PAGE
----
Henry Shue, "Torture", Philosophy and Public Affairs, Vol. 7, No. 2 (Winter, 1978), pp. 124-143.

World's Smallest Cars

Of course, I prefer no cars at all, but failing that, and all other things being equal, smaller is better.

Here are many teeny weeny itsy bitsy street legal cars.

Sunday, September 09, 2007

Uganda: Women Start Own Bank, Building on their Savings Group

I first read about these savings groups in a very cool book: Shadow Cities: A Billion Squatters, A New Urban World. Sometimes known as a merry-go-rounds or savings circles, these grassroots groups build on both the self-help and cooperative models.

Here's an example of how they can work: a group of neighbourhood women get together and they each contribute a small amount on a regular basis (say, a dollar a week) to the pot. Then at a predetermined period of time, say, each week, one woman gets the entire pot. She can use this money to pay for her kids' school, to improve her (usually self-built) home, pay off debts, to purchase materials for a small business, or whatever else she may need. The next week, the next woman in line gets the pot. And it keeps going around and around, meaning each woman can rely on a tidy sum of money a couple of times a year.

Recently, in Uganda, one of these groups, grown too large to handle the savings circle model, expanded to something resembling a community bank.

It started five years ago as Nigiina, a village group where women meet, discuss development issues, party and exchange gifts on a merry-go-round basis.

Bukesa Women Kwagalana Group has since graduated into something more serious - a village bank with 320 'shareholders'. <>

A 320-member women’s merry-go round group, (Nigiina), is in the process of transforming itself into a Savings & Credit Cooperative (SACCO).

The group started five years ago as a gift-giving group.

Every week, they would come together, deposit money or gifts in a pool and give it to a member. But as the group grew, the members had the good sense to realise their business model had limitations.

For starters, the bigger the group grew, the longer the intervals between gifting for a member. Secondly, it was only a matter of time before differences of opinion about how to employ the monies tore the group apart.

In a SACCO, there are well laid out rules and procedures for how surpluses are created and spent. <New Vision>

Yep, good thing they have us, those helpless women, those Africans, those Third-Worlders.

Saturday, September 08, 2007

ID/ Creationist Bingo

First, print this card:

...check off a square every time the relevant dopey argument is presented. You win when you have a straight line of five - horizontally, vertically or diagonally. The "JOKER" square can either be a free square, or you can reserve it for any new ludicrous argument presented (as long as it is presented with total sincerity), or any argument [you've] missed.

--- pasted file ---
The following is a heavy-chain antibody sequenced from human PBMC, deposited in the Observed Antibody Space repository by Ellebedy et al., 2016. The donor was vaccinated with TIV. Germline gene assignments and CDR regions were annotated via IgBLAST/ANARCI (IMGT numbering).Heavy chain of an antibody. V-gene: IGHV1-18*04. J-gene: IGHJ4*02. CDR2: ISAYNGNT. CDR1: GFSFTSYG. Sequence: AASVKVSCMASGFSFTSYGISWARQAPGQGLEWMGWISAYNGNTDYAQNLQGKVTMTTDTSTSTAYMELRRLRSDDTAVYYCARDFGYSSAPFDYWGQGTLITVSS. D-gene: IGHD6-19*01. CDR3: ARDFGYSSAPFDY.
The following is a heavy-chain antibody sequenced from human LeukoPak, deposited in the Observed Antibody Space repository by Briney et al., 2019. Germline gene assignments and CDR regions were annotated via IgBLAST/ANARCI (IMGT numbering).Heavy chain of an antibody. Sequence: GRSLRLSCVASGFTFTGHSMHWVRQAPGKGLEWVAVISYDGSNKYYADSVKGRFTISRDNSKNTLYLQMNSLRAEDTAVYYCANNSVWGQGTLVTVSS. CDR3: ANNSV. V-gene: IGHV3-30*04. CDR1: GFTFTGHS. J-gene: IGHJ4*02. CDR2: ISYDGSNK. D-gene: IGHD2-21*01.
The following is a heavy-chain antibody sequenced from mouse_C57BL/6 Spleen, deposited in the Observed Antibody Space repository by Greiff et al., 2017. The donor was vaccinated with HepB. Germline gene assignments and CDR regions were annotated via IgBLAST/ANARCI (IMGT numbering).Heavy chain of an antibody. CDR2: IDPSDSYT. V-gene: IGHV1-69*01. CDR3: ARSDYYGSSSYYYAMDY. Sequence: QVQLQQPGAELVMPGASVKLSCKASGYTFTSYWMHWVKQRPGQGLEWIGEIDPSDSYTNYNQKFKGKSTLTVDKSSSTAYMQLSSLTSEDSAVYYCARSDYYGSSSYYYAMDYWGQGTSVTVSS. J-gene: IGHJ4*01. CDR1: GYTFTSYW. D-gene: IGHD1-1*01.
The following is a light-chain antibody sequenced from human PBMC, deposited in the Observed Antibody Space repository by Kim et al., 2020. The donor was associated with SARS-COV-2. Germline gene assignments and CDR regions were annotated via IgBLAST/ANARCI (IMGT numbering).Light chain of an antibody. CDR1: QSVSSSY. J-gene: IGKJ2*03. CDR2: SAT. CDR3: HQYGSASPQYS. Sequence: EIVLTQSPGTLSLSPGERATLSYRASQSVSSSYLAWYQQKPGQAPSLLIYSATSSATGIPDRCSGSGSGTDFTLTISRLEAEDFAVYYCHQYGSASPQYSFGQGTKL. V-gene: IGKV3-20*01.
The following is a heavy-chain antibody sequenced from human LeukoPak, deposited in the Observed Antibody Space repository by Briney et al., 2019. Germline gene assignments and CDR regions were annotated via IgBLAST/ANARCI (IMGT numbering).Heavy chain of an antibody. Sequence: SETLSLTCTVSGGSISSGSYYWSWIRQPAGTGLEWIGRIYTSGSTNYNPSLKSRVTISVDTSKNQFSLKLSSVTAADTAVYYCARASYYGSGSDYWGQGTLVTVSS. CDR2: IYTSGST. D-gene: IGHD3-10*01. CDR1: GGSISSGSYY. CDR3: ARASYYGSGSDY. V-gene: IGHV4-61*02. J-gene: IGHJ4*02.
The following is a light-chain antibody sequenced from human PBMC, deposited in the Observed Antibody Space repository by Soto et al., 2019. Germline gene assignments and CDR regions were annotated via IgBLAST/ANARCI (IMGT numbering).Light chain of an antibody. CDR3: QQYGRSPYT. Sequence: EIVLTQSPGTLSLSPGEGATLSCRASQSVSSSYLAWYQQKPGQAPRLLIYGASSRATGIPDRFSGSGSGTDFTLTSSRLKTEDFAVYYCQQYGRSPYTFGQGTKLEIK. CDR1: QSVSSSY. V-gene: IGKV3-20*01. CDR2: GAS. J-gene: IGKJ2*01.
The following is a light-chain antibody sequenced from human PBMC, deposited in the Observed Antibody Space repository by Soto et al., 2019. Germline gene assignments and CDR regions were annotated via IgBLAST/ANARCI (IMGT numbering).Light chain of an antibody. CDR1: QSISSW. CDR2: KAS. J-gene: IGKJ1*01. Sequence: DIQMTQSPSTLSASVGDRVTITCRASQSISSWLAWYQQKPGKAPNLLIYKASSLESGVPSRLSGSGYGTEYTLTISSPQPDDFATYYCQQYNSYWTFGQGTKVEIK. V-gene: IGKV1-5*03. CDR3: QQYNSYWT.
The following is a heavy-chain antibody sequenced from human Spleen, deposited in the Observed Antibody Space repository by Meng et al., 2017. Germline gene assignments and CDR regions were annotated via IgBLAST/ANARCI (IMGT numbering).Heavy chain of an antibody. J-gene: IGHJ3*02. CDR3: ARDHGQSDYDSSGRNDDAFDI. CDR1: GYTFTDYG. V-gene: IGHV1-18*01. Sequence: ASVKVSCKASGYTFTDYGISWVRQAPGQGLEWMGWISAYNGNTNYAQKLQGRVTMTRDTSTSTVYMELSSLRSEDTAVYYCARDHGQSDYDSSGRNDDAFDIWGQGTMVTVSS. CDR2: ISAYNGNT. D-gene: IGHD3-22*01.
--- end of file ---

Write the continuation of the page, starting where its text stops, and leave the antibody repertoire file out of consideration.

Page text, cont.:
From Skeptico via Friendly Athiest

What do you think? Can we play it with John Tory? Ooh, or turn it into a drinking game?

Madeleine L’Engle, Writer of Children’s Classics, Is Dead at 88

As a confirmed bookworm and serious child-nerd, who frequently found herself in the quandary of no-new-books-to-read, I re-read my favourite books over and over... and over and over. Several of Madeleine L'Engle's books fell into this group of well-loved stories, including of course the famous Wrinkle in Time. Filled with science, magic, space and time, and children coming of age, her books spoke both to my natural curiosity and to my growing emotional complexity.
Madeleine L'Engle, who in writing more than 60 books, including childhood fables, religious meditations and science fiction, weaved emotional tapestries transcending genre and generation, died Thursday in Connecticut. She was 88.
Her works - poetry, plays, autobiography and books on prayer - were deeply, quixotically personal. But it was in her vivid children's characters that readers most clearly glimpsed her passionate search for the questions that mattered most. She sometimes spoke of her writing as if she were taking dictation from her subconscious.
The "St. James Guide to Children's Writers" called Ms. L'Engle "one of the truly important writers of juvenile fiction in recent decades." Such accolades did not come from pulling punches: "Wrinkle" is one of the most banned books because of its treatment of the deity.
The book used concepts that Ms. L'Engle said she had plucked from Einstein's theory of relativity and Planck's quantum theory, almost flaunting her frequent assertion that children's literature is literature too difficult for adults to understand. She also characterized the book as her refutation of ideas of German theologians.
<The New York Times>

Friday, September 07, 2007

The American Ruling Class